The Lewis and Clark Expedition: Route, Timeline & Facts

Instructor: Christopher Muscato

Chris has a master's degree in history and teaches at the University of Northern Colorado.

Explore the history, routes, and significance of the Lewis and Clark Expedition and test your understanding of early American history, pioneers, and the expansion of the United States.

Adventure Is Out There

There are few names in history more synonymous with exploration and discovery than Lewis and Clark. An argument could be made for Captain Kirk and Mister Spock, but beyond that, nobody could challenge the supremacy of these early American explorers.

Lewis and Clark
Lewis and Clark

The Lewis and Clark Expedition (1804-1806) was the two year voyage of discovery across the continent from St. Louis to the Pacific Ocean and back. They weren't the first Anglo-Americans to explore many of these areas since fur trappers had lived in the wilderness for years. However, it was the first expedition into this territory sent forth by the American government, and it paved the way for generations of pioneers.

There and Back Again

The history of the Lewis and Clark Expedition begins with the Emperor of France, Napoleon Bonaparte. With slave revolts in Haiti and war with Britain, France needed money and agreed to sell their colonial territory Louisiana to the United States in 1803, called the Louisiana Purchase. For present-day Arkansas, Missouri, Iowa, Oklahoma, Kansas, Nebraska, Minnesota, North Dakota, South Dakota, Montana, Colorado, and Wyoming, the U.S. paid the equivalent of 15 million dollars. President Thomas Jefferson quickly established a specialized army unit with the purpose of discovering the quickest water route across the continent to connect Eastern commerce to Pacific-coast ports and trade. The unit was called the Corps of Discovery, led by Captain Meriwether Lewis and his friend Second Lieutenant William Clark. The Corps had the goals of mapping the territory, establishing relations with Native American nations, and setting up an American presence on the West Coast.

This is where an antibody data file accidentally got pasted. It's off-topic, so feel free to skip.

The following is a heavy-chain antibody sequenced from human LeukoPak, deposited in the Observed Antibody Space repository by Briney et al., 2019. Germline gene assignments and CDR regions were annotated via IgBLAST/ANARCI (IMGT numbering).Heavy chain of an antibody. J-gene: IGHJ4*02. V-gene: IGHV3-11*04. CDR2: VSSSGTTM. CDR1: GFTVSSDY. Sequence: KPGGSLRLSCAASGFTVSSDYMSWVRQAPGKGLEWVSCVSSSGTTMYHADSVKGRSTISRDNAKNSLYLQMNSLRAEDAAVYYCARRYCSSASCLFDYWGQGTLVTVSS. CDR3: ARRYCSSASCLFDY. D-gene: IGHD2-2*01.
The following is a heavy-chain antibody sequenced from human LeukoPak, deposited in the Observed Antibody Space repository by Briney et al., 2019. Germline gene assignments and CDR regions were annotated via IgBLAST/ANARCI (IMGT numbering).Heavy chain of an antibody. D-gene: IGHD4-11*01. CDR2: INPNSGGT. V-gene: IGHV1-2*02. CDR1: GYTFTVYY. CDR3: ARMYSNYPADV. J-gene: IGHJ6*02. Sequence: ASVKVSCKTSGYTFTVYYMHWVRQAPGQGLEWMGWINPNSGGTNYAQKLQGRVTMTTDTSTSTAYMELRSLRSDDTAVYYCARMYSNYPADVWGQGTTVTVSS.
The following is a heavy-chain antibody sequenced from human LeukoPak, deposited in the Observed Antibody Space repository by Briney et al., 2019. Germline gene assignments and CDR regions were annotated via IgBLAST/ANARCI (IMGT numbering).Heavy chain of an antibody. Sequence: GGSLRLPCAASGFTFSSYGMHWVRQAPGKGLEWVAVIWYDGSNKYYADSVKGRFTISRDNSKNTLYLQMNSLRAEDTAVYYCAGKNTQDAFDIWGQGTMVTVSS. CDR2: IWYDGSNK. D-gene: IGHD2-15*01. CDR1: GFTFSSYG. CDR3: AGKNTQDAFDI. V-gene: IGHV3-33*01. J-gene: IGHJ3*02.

The Corps left St. Louis and headed up the Missouri River in May of 1804. They followed the river into modern Nebraska and Iowa, where Sergeant Charles Floyd suffered from appendicitis and became the only casualty of the expedition. By the end of August, the Corps reached the Great Plains of the American West.

During this time, they met two dozen Native American nations. Most helped them navigate the area, although the expedition came close to fighting with the powerful Lakota. As winter came, they prepared winter camp in the territory of the Mandan nation, and met a French-Canadian trapper named Toussaint Charbonneau and his Shoshone wife, Sacagawea. Sacagawea proved to be incredibly helpful as an interpreter and to improve relations with the other Native American nations the Corps encountered. In Native American culture, the presence of a woman in the group signified a diplomatic intent, not a war party.

The Corps followed the Missouri river to the Continental Divide near the present-day Montana-Idaho border, and followed the Clearwater, Snake, and Columbia Rivers into Oregon. The Corps spotted the Pacific Ocean on November 7, 1805 and reached it two weeks later.

Lewis and Clark Expedition and division of the continent

At the mouth of the Columbia River on the Pacific Ocean, they founded Fort Clatsop and waited out the winter. It was a harsh winter and food ran low, but all of them survived. In March of 1806, they started the trip back up the Columbia River. Near the continental divide, in July, the Corps split into two groups. Lewis took four men to explore the Marias River, and ended up in a fight with men from the Blackfeet nation. Two Blackfeet were killed, and Lewis' group ran over 100 miles that day in fear of retaliation.

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